After deflecting Justice Souter’s attack on her criterion for determining whether a state rule discriminates against a federal cause of action, Underwood was pressed on the issue, brought up in Howlett, that despite being couched in terms of “jurisdiction,” Section 24 might actually amount to a grant of absolute immunity for DOC officers. This is where the practical effect of New York’s scheme came to the forefront.  Justice Ginsburg posited that, in the minds of individual DOC officers, the regime tells them they are absolutely immune from damages actions, and only subject to equitable or declaratory relief.  (Notably, Justice Kennedy would later repeat a version of this argument-that the state has taken away damages actions-quite forcefully.).  Rejecting Underwood’s claim that this was a “forced removal” statute, Ginsburg instead pointed to the assumption of federal supremacy and that state courts presumably have concurrent jurisdiction over both federal and state law claims.

In finally getting to the heart of the issues most heavily briefed, Justice Breyer demanded “neutral reasons” for Section 24’s exclusion of DOC officers from § 1983 claims.  In responding, Underwood relied upon over-burdened courts in two senses:  (1) the high number of “vexatious claims” by prisoners; and (2) the clogging that would result from the high concentrations of these numerous claims due to the locations of prisons in relatively rural areas.  Through the discussion, Justice Breyer seemed to find one good reason, one bad reason, and another which might fall somewhere in between. . . .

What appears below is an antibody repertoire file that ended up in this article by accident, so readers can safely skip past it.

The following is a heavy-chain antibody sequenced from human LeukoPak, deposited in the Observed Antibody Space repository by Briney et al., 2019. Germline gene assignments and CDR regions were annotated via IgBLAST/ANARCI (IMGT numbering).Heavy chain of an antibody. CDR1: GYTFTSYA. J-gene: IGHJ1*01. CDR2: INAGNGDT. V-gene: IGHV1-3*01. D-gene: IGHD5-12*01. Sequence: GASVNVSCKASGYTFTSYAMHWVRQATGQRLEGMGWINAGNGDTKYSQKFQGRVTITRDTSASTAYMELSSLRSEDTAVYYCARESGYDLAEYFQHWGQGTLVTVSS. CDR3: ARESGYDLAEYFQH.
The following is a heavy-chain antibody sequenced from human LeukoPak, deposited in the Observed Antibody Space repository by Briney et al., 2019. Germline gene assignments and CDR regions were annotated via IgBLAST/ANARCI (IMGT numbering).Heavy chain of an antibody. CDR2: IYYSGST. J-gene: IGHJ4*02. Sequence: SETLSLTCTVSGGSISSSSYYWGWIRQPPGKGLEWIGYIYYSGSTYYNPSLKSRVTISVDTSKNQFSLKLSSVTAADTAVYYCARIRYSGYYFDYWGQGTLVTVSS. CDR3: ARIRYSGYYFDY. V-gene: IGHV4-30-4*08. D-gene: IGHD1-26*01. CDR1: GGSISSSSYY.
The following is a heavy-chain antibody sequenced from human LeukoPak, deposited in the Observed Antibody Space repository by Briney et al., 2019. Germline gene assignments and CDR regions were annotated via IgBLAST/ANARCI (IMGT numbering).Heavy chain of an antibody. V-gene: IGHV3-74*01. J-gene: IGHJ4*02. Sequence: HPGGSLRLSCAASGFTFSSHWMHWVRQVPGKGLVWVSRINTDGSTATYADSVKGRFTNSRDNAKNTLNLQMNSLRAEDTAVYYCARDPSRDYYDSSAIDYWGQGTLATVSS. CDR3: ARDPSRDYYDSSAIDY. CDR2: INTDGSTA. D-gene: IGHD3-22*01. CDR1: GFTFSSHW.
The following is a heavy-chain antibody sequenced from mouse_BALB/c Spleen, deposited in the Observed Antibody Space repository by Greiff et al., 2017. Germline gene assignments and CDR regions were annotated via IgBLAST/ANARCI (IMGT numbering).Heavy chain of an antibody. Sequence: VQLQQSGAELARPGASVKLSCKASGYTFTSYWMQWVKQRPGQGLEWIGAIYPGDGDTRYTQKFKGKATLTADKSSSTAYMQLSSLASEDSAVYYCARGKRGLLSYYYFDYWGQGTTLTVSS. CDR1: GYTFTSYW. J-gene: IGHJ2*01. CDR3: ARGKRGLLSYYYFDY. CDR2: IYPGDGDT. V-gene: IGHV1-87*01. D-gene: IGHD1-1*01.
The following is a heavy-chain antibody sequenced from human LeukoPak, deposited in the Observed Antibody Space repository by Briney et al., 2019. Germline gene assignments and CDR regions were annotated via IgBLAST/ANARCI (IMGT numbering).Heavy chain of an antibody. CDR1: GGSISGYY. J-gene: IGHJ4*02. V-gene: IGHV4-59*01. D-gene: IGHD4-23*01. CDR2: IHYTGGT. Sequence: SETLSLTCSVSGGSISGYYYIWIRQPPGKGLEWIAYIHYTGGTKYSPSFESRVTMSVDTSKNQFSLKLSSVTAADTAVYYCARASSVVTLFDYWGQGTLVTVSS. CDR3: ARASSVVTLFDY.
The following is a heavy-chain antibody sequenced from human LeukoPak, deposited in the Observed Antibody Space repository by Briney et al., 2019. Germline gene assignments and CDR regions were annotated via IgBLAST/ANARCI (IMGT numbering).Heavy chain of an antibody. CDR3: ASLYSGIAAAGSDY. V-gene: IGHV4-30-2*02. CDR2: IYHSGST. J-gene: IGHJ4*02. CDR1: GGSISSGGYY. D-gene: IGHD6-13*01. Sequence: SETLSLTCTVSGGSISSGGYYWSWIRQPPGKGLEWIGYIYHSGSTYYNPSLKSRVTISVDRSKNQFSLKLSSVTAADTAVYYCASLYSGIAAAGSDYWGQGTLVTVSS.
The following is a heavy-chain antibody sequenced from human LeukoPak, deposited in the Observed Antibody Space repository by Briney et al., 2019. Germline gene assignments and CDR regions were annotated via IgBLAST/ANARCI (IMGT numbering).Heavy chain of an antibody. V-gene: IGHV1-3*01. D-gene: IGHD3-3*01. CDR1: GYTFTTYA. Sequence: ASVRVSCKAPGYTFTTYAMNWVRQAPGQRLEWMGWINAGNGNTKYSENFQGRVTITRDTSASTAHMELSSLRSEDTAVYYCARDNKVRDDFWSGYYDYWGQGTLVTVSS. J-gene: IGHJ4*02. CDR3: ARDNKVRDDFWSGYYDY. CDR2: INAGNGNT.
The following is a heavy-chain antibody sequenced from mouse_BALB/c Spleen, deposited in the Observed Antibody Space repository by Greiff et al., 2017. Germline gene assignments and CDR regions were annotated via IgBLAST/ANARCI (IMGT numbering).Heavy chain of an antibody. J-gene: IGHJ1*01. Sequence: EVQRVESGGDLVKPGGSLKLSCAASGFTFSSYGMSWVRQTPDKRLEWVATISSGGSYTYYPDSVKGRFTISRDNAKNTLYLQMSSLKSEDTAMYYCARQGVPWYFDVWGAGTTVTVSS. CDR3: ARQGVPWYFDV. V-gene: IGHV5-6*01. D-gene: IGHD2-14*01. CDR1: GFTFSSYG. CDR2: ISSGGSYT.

Coming full circle to jurisdiction and effects, however, two colloquys were notable.  First, after hypothesizing a rule banning damages actions on Wednesdays, Justice Souter pointed to the fact that, under Section 24, DOC officials can still be held accountable for conduct “outside the scope of employment,” which are presumably the most egregious violations (with the highest potential damages), but could not be held liable for “less awful” violations.  This, to Justice Souter, impugned the Rule, making it “not plausibly jurisdictional,” because instead of being broadly applicable to all similar claims (which jurisdictional rules are), Section 24 erred by distinguishing too narrowly between similar types bringing the rule’s effect beyond the scope of jurisdiction’s “normal usage.”  As Justice Souter put it, the “teeth on the comb are getting rather fine.” Second, related to effect, Justice Kennedy noted that the attendant inquiry of determining whether an employee is acting within the “scope of employment” is itself a burden on the § 1983 claim, and that removing the potential for punitive damages is “another reason” the state had discriminated against the prisoner.

Though short, Murtagh’s rebuttal provided one interesting insight that might indicate which way Justice Breyer is leaning.  After mentioning the state’s asserted “neutral reasons,” Justice Breyer explicitly rejected Murtagh’s suggestion to look at the motives or, in other words, his “New York thinks this is ‘bad policy’ argument-“forget all of the characterizations”-and, instead, seemed willing to rely on Underwood’s “neutral” justification provided in the course of litigation (the clogged courts rationale) for the permissibility of Section 24.  Coming back to his major theme Murtagh replied that the State cannot “shuttle Federal claims off to the Federal courts and close its doors for a hearing on similar State claims.”